Headed to a kid’s birthday party, Cubs game, or neighbor’s backyard barbecue? Instead of indulging in the pizza and cake, or hot dogs and cheese fries, pack yourself a healthy meal to take with you. Don’t worry about being rude – remember, this is necessary for your health! And if you think the temptation will be too strong, you might want to avoid these kinds of triggering events in general for a while until your cravings are under control.
- Work with a therapist
Usually, people assume you only need to see a therapist if you are feeling depressed or anxious. But in fact, working with a therapist while you are embracing new dietary and lifestyle changes can be a great way of getting the support you need to commit to your new way of life. “When people endeavor to make change, a therapist can create a positive mindset that frames attempts at change that don’t succeed as ‘trials,’ ‘practice,’ and ‘prep,’” Aisenberg says. “In looking at change this way, mistakes are seen as learning opportunities and the client is rewarded for effort and a willingness to take risks without labeling them as failure.”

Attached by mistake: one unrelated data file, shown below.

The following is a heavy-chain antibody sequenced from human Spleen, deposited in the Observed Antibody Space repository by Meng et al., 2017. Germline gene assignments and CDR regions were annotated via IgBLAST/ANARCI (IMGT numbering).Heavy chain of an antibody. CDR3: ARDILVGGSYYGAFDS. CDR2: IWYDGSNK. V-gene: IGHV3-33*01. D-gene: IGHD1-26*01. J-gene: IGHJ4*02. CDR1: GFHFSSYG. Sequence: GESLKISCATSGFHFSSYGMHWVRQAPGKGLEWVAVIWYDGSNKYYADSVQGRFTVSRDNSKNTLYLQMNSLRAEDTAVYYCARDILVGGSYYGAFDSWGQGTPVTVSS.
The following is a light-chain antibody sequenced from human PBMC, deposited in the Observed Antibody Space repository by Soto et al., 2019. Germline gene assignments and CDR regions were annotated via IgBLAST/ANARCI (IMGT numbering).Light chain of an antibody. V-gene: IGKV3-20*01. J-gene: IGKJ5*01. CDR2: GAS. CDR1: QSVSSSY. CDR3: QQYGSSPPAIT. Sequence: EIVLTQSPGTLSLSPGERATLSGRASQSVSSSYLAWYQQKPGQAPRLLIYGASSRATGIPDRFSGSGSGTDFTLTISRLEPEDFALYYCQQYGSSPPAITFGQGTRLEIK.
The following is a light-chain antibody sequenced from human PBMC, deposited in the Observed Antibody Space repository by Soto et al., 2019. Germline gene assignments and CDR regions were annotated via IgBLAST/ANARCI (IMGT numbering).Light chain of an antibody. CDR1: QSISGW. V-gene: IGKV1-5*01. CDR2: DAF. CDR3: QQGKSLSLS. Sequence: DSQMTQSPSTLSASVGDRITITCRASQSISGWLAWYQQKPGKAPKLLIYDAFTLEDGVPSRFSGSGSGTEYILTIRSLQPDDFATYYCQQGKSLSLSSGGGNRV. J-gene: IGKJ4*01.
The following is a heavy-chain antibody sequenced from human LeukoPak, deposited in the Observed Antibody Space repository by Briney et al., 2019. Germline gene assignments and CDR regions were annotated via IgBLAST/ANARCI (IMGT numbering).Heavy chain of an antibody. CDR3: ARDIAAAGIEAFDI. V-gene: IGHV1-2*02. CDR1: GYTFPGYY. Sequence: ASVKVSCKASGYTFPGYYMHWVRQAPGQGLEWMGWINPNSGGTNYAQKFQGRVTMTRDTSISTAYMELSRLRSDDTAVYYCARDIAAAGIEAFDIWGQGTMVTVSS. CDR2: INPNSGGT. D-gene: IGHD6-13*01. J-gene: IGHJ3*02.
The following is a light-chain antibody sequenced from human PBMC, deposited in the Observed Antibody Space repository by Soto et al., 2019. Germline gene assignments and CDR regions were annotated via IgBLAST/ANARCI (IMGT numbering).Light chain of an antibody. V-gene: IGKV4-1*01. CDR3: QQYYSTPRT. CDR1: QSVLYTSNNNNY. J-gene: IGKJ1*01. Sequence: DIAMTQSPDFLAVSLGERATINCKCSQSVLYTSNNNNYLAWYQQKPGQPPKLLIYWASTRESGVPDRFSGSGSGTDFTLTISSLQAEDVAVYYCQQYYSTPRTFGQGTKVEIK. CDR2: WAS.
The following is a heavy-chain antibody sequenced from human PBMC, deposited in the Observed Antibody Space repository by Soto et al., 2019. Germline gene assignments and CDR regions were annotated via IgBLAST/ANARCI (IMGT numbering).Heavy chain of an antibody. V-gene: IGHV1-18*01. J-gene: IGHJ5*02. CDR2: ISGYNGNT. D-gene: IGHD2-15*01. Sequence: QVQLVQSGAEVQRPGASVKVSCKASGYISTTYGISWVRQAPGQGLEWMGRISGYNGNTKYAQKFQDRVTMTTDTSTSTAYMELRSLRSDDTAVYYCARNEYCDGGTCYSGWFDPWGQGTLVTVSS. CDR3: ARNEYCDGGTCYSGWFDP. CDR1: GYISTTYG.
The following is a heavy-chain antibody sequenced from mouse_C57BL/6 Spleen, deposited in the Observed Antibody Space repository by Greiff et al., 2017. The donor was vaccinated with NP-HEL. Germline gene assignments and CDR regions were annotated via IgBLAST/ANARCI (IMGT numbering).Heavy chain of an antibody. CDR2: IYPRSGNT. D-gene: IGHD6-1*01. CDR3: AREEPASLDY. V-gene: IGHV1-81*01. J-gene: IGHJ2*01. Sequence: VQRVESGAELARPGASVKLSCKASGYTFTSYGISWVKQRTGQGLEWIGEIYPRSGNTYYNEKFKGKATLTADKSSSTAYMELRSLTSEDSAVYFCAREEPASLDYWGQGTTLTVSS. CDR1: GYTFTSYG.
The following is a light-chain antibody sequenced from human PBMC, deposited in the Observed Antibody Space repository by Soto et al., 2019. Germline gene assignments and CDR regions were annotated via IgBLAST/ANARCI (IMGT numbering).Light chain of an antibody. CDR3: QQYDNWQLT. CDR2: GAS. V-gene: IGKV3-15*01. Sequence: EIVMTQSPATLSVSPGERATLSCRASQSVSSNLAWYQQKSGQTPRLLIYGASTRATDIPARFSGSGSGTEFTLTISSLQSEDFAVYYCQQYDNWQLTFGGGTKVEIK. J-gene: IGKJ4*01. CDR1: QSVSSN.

- Think about the reward you get from your bad habit
In order to change a bad habit, we need to understand why we were doing the bad habit in the first place. Usually, there was something that we got out of our habit, even if it wasn’t helping us. For example, if you usually reach for a cookie around 3 p.m., are you doing it because you’re tired? Or lonely? If the underlying cause is that you’re tired, try taking a quick nap instead. If it’s that you’re having feelings you want to avoid, such as loneliness, try making a phone call to a friend. Once you realize what the reward is that you get from your bad habit, you can find other ways to get the same reward through different behaviors.